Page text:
Flintstones: Stone Age SmackDown! (2015) Movie Review Flintstones: Stone Age SmackDown! (2015) Movie Review
A fun, energetic and faithful revival of the beloved stone age family, sticking closely to the style and feel of the 1960's television show."... Flintstones: Stone Age SmackDown! (2015) Movie Review

Everyone’s favorite stoneage family is back in another long-awaited animated film, which hits the shelves on March 17. Believe it or not, it’s actually been more than 14 years since the last Flintstone production, “On the Rocks”, aired on Cartoon Network. It is also the first attempt to bring the characters to life without the involvement of any of the series’ original creators, Williams Hannah and Joseph Barbera. The question you must be asking yourself right now is, do the bedrock nut heads still have the spark of charm that made them so popular back in the 1960’s? Maybe not entirely, but I’m surprised at how much I enjoyed this resurgence of Fred, Wilma, Barney and Betty, even despite the fact that the creative forces have been handed over.

In ‘Stone Age Smack SmackDown!”, Fred is planning an expensive vacation for himself and his family, and everything seems to be going well. That is until he nearly kills his boss in a work accident, which results in his salary being taken from him. In a desperate attempt to hide his failure from Wilma, he and his old friend Barney start a wrestling business, featuring WWE superstars such as John Cena(stone), CM Punk(rock) and The Undertaker. But before they know it, things spiral out of control until our duo is way in over their heads.

I can’t speak for all fans, but I found just as much delight in this revitalisation as anything in the Flintstone catalogue. Is it as good as when the family was on primetime television? Certainly not, but the feel of it remains intact, and the pop culture references are as prevalent as ever. To me, those are the most important ingredients in this recipe, and here I feel like they really did a wonderful job of recapturing the spirit of the old show, while still keeping the idea fresh and lively enough for the modern-day audience.

The animation this time around is considerably sharper and more detailed than when we last visited the pre-historic universe, but stylistically they’ve kept it as close as possible to the original drawings, with backgrounds being slightly blurry and washed out like an oil painting. The character design hasn’t changed that much either, but for some odd reason they thought it was a brilliant idea to give Betty Rubble and her son, Bam Bam, larger-than-life size eyes. It’s not a huge problem, but it does take some time to get used to. Same thing can be said for the voice acting, which is really well-done, but quite different from the old days.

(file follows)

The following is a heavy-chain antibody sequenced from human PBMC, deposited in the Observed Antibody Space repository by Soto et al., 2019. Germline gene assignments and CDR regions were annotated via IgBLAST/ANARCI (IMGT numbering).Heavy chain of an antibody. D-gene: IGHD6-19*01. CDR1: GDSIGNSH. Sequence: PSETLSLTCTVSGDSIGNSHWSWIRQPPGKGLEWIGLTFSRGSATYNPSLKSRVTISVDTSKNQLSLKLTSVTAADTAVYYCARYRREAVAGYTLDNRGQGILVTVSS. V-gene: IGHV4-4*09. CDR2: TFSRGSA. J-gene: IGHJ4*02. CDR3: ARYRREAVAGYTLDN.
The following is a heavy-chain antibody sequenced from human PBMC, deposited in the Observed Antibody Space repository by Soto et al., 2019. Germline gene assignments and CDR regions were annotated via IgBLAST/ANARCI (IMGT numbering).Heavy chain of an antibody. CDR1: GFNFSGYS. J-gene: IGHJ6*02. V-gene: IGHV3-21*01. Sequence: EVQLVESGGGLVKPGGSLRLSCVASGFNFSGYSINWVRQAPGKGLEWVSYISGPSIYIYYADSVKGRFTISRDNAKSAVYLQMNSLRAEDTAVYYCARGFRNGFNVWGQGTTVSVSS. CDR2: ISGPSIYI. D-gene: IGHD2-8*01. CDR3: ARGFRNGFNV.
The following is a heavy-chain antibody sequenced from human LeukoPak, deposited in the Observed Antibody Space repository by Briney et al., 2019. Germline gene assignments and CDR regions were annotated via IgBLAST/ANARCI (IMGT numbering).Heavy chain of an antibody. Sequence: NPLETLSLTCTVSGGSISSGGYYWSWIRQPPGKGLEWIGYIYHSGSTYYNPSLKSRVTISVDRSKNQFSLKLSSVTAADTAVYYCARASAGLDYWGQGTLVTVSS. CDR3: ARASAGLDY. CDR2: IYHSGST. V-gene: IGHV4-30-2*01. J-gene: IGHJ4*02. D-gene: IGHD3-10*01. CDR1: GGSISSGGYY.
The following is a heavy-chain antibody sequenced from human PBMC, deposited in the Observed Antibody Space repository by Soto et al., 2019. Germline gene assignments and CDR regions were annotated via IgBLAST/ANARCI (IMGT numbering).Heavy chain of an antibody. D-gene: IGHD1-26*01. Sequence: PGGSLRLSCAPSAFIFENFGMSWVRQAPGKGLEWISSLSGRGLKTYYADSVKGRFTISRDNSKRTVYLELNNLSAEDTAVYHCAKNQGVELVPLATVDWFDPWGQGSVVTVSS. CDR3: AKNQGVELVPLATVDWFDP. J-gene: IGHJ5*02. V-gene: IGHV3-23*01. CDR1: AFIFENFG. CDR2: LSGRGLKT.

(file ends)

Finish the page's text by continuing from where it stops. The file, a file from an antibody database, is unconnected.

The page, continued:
As far as the story goes, I would argue that it feels a bit derived, just for the sake of including famous wrestlers. The collaboration between Warner Bros. and WWE Studios does smell more like a corporate business decision from time to time, and that is largely validated by the previous effort to bring the sport of wrestling into the Scooby Doo franchise. I will say, though, that the crossover works much better in this case, since The Flintstones were always known for interacting with cartoonifications of real-life celebrities. I’m not sure this was the best or most optimal way to revive the concept, but the animators always keep things moving, so that we never feel bored for a second. The comedy is often spot-on, but it would’ve been nice to see more of Fred’s anger-filled personality. In this one he is kind of soft-hearted from the get-go, and almost becomes a lighter version of Hanna-Barbera’s intended vision. Still, it doesn’t take away from the fun of it all.

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Mathias Folsted Film/Music/TV critic, columnist, and news-writer

An aspiring filmmaker, film critic and YouTuber. Previous experience include extensive work for the largest danish film site, www.filmz.dk, where I served as junior editor, film critic, columnist, and news writer. Also a graduate from the European Film College, I've been a lover of motion pictures for as long as I can remember. My criticism is always honest, but above all emotional.